For natural bristles, gently spray with a household disinfectant and leave to dry.
If it sounds like the whole thing is just too much hassle though, check out this video on how to get the whole process done in just one minute- surely a good reason to get cleaning.
When should you just replace your brush?
And there you have it; cleaner brushes and healthier hair in just 5 quick steps!
But if after all that cleaning you find your brushes are still looking a little sad, how do you know when to simply replace them?
As a general rule, throw out any brushes which have missing or broken bristles (or rust in the case of metal types) as they can damage your scalp.
You should also invest in a new brush every year or so unless you’ve opted for a super high-quality tool (like a Mason Pearson or similar) in the first place (which can last for years).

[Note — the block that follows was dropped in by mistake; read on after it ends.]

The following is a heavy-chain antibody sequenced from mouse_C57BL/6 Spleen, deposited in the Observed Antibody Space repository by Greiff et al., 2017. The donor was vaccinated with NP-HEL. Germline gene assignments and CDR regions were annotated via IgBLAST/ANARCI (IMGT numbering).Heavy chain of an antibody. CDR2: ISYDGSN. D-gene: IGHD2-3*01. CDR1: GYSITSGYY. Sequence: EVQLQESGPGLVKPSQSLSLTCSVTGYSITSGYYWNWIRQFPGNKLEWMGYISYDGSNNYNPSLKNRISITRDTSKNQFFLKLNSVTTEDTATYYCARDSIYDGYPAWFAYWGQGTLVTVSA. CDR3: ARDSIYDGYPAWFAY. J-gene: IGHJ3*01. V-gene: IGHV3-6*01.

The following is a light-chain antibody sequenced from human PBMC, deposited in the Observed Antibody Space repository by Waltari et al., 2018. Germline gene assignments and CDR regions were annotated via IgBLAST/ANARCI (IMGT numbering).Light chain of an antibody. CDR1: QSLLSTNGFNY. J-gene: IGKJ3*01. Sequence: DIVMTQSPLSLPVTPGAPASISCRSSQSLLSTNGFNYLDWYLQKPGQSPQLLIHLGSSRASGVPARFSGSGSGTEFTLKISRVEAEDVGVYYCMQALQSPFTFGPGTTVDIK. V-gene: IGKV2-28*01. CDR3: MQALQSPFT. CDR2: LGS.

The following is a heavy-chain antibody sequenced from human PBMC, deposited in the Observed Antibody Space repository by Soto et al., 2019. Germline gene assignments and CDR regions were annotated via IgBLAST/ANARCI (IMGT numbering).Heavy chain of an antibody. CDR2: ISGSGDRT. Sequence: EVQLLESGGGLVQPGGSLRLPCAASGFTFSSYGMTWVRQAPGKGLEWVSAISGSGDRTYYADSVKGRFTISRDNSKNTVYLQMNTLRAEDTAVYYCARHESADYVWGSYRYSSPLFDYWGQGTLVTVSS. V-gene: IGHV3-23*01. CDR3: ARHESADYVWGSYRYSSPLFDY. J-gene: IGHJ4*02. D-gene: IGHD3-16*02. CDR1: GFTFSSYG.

Given how much time and money most of us put into styling and hair products, it seems a shame to actively put oil and dirt back into hair with a dirty brush. So while cleaning brushes may seem like something of a luxury, if it ultimately improves hair condition then I’m in.
And since good regular cleaning could also extend the life of tools it also means more money for more sensible things (like that 14th hair serum!).
Happy brush cleaning!
Meet the expert
Dr Jonathan Palmer is a molecular biologist and the founder of HairKnowHow, a company offering tailored hair testing to discover the porosity, type and health of hair so consumers can make informed choices over their products.